FTC Testifies on Do Not Track Legislation

Proposes Browser Setting So Consumers Can Make Choices About Online Tracking

For Release

The Federal Trade Commission told Congress today that while the Commission recognizes that consumers may benefit in certain ways from the practice of tracking consumers online to serve targeted advertising, the agency supports giving consumers a “Do Not Track” option because the practice is largely invisible to consumers, and they should have a simple, easy way to control it. The FTC proposes that Do Not Track would be a persistent setting on consumers’ Web browsers.

David Vladeck, Director of the FTC’s Bureau of Consumer Protection, told the House Committee on Energy and Commerce Subcommittee on Commerce, Trade and Consumer Protection that the practice of tracking consumers’ activities online to target advertising, known as behavioral advertising, holds value for consumers because it supports content and services on the Web and delivers more personalized ads. He noted, however, that more transparency and consumer control regarding the practice are needed.

The testimony describes the FTC’s efforts to protect consumer privacy for 40 years through law enforcement, education, and policy initiatives. It also provides highlights from the FTC staff’s new report on consumer privacy, released yesterday, and proposes a framework to promote privacy, transparency, business innovation, and consumer choice.

The testimony states that while some in the industry have taken steps to improve consumer control of behavioral advertising, industry efforts have largely fallen short. Given the limitations of existing mechanisms, “the Commission supports a more uniform and comprehensive consumer choice mechanism for online behavioral advertising,” sometimes referred to as “Do Not Track.”

The most practical way to do that “would likely involve placing a setting similar to a persistent cookie on a consumer’s browser, and conveying that setting to sites that the browser visits, to signal whether or not the consumer wants to be tracked or receive targeted advertisements,” according to the testimony.

The testimony states that such a mechanism could be accomplished through legislation or potentially through robust, enforceable self-regulation. “If Congress chooses to enact legislation, the Commission urges Congress to consider several issues,” including:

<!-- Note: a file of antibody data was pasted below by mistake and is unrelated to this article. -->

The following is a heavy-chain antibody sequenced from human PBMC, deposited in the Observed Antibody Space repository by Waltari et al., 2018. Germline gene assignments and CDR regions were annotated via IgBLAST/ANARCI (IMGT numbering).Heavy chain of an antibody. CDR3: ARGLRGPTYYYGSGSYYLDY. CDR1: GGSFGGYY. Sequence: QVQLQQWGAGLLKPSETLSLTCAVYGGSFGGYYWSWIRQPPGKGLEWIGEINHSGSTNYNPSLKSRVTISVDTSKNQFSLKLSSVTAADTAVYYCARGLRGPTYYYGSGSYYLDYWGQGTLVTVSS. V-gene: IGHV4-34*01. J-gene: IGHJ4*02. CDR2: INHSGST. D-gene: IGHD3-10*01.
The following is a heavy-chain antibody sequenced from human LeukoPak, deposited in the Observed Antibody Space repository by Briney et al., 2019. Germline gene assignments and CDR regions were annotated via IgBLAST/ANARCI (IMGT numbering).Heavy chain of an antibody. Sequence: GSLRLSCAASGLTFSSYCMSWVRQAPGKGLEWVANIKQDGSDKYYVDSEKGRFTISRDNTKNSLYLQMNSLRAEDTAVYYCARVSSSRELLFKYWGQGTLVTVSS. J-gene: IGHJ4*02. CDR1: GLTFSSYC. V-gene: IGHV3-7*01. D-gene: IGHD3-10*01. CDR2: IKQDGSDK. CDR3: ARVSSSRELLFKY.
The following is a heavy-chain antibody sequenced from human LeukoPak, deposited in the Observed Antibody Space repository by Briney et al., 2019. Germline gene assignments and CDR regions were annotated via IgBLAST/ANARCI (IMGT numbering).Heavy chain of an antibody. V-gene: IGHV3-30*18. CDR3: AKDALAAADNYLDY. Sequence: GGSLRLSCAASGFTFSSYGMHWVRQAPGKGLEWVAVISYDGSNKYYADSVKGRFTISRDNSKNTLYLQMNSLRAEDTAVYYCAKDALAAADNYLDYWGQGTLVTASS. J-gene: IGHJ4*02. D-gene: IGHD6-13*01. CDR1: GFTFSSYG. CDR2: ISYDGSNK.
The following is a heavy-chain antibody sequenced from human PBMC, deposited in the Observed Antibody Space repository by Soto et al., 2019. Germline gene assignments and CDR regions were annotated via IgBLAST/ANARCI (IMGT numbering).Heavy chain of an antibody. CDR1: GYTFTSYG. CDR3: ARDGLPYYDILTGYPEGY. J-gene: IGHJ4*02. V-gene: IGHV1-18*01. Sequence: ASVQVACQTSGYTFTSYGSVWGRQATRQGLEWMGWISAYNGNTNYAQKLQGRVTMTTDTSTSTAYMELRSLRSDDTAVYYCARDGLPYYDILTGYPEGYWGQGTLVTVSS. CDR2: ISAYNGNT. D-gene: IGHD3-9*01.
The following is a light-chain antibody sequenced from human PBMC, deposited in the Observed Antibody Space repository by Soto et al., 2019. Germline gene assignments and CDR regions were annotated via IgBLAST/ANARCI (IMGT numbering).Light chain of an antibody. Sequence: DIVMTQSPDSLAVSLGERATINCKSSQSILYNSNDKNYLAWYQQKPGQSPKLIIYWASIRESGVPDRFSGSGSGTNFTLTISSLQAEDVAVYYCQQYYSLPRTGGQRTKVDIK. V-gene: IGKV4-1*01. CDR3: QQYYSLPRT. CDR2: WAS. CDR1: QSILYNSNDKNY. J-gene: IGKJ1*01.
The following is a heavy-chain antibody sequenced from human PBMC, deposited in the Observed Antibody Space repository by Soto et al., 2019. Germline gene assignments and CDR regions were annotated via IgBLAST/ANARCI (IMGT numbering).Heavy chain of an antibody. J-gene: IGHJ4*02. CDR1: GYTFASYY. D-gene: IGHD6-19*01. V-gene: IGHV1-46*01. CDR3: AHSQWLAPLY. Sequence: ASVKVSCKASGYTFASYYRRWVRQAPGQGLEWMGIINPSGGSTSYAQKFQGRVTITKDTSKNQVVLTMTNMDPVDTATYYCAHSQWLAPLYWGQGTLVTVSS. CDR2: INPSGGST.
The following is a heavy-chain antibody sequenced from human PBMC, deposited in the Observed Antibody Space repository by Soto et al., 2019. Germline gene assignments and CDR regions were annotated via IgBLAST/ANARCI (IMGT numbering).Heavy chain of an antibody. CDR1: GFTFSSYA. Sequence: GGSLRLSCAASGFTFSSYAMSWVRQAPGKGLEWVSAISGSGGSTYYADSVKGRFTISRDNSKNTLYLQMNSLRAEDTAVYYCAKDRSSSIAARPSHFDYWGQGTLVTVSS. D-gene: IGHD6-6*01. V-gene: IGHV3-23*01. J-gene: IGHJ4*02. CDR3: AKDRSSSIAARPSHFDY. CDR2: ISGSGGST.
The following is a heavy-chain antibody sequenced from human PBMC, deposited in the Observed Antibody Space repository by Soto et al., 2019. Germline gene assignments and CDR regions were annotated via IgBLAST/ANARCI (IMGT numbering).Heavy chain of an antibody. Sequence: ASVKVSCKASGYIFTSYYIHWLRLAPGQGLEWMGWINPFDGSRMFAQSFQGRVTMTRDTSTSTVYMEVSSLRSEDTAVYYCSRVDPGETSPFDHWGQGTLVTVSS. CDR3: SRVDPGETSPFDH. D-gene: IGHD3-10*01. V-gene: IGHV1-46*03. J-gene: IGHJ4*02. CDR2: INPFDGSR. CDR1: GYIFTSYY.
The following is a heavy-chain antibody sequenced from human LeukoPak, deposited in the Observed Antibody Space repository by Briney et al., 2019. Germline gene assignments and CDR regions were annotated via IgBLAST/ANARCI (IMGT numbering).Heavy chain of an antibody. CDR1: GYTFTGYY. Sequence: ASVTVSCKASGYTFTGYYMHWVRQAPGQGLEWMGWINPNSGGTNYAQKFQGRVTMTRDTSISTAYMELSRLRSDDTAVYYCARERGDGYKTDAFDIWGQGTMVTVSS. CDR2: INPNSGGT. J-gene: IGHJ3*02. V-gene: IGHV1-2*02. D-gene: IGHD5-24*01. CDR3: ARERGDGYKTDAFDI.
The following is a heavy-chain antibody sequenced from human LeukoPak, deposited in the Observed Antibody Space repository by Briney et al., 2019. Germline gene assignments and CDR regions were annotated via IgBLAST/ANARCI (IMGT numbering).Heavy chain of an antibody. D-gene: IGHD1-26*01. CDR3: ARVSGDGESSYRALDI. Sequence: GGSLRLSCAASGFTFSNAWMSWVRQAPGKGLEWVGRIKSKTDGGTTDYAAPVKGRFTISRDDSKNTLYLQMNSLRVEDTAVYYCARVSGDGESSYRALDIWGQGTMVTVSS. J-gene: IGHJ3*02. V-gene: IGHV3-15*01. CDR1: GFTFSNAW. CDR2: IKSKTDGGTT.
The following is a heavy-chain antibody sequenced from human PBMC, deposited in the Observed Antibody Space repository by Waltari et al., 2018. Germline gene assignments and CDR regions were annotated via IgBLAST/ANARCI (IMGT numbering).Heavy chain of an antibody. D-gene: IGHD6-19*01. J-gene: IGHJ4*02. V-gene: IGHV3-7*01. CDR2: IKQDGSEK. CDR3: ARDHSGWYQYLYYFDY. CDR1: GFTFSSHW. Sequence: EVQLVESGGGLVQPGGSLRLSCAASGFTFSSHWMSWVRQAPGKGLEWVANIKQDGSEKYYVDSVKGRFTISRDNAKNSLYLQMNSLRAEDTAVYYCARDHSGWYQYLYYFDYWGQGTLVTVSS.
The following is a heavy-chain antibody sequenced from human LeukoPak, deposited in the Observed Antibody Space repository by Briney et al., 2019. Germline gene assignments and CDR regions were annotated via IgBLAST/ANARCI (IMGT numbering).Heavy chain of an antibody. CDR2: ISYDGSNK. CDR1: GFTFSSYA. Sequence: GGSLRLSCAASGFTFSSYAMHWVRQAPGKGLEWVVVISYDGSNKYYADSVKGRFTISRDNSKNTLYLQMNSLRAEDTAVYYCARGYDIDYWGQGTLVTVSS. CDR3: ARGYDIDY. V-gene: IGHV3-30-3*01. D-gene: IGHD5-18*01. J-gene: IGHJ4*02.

• It should not undermine the benefits online behavioral advertising provides consumers, including funding content and services;
  • Unlike the FTC’s Do Not Call Registry for telemarketers, it should not require a registry of unique identifiers; rather, the Commission recommends a browser-based mechanism;
  • It should consider an option that lets consumers choose to opt out completely or to choose certain types of advertising they wish to receive or data they are willing to have collected about them;
  • The mechanism should be simple, and easy to find and use;
  • The FTC should be given Administrative Procedures Act rulemaking and the ability to fine violators to “provide a strong incentive for companies to comply with any legal requirements, helping to deter future violations.”

The Commission vote approving the testimony and its inclusion in the formal record was 4-1, with Commissioner William E. Kovacic dissenting. Copies of the testimony can be found on the FTC’s website and as a link to this press release.

The Federal Trade Commission works for consumers to prevent fraudulent, deceptive, and unfair business practices and to provide information to help spot, stop, and avoid them. To file a complaint in English or Spanish, visit the FTC’s online Complaint Assistant or call 1-877-FTC-HELP (1-877-382-4357). The FTC enters complaints into Consumer Sentinel, a secure, online database available to more than 1,800 civil and criminal law enforcement agencies in the U.S. and abroad. The FTC’s website provides free information on a variety of consumer topics.

(FTC File No. P095416)
(DNTTestimony.final)

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